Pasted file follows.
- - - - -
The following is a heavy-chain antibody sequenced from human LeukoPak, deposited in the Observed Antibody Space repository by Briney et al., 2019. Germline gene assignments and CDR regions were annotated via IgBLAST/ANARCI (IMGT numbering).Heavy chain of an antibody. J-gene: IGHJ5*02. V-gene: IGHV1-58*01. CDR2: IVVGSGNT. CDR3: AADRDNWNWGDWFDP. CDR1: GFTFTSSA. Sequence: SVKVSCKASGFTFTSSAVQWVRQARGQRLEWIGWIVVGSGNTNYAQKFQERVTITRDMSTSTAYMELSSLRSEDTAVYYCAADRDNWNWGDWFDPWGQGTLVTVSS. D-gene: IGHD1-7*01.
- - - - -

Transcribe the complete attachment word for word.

The following is a heavy-chain antibody sequenced from human LeukoPak, deposited in the Observed Antibody Space repository by Briney et al., 2019. Germline gene assignments and CDR regions were annotated via IgBLAST/ANARCI (IMGT numbering).Heavy chain of an antibody. J-gene: IGHJ5*02. V-gene: IGHV1-58*01. CDR2: IVVGSGNT. CDR3: AADRDNWNWGDWFDP. CDR1: GFTFTSSA. Sequence: SVKVSCKASGFTFTSSAVQWVRQARGQRLEWIGWIVVGSGNTNYAQKFQERVTITRDMSTSTAYMELSSLRSEDTAVYYCAADRDNWNWGDWFDPWGQGTLVTVSS. D-gene: IGHD1-7*01.